Maui seed companies say moratorium could kill jobs
WAILUKU, Maui (AP) — More than 500 jobs and millions of tax dollars could be lost if a moratorium on the cultivation of genetically engineered organisms passes, two Maui County seed companies say.
Monsanto has 540 employees on Maui and Molokai. Its county tax bill was $3.5 million last year. Dow AgroSciences affiliate Mycogen Seeds employs more than 90 people on Molokai.
A proposed ballot initiative calls for the suspension of all “genetically engineered operations and practices” in Maui County until companies prove the activity is safe.
The county council has until Aug. 5 to adopt the proposal. The initiative will appear on the Nov. 4 general election ballot if the council doesn’t adopt it.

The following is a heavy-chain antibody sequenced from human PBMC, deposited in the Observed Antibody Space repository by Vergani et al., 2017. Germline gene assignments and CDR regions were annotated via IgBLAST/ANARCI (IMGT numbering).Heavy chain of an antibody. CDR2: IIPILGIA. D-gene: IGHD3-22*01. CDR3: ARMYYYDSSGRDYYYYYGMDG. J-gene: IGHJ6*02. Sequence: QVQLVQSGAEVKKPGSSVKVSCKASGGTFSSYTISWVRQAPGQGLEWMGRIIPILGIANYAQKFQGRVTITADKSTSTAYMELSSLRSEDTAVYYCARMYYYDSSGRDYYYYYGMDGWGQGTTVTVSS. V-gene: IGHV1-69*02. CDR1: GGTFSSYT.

Monsanto government affairs manager Carol Reimann said a ban could devastate the company’s operations and could potentially lead to job losses.
The initiative was spearheaded by the nonprofit SHAKA Movement. SHAKA is an acronym for Sustainable Hawaiian Agriculture for the Keiki and the Aina.
“Are we always willing to trade off our health? Our lives? For low wages now?” said SHAKA official Mark Sheehan in an email.
Sheehan said that the seed companies should find temporary work for their workers if the initiative is passed and studies mandated. If studies show that their crops and chemicals used are harmless, “then no problem.”
Opponents of the measure say pesticides used already are heavily regulated and that genetically modified crops have been a part of farming for years.
“The moratorium is making mountains out of molehills,” Ken Findeisen of Hawaii Grower Products said at a hearing held by the county council’s Policy and Intergovernmental Affairs Committee on Monday.
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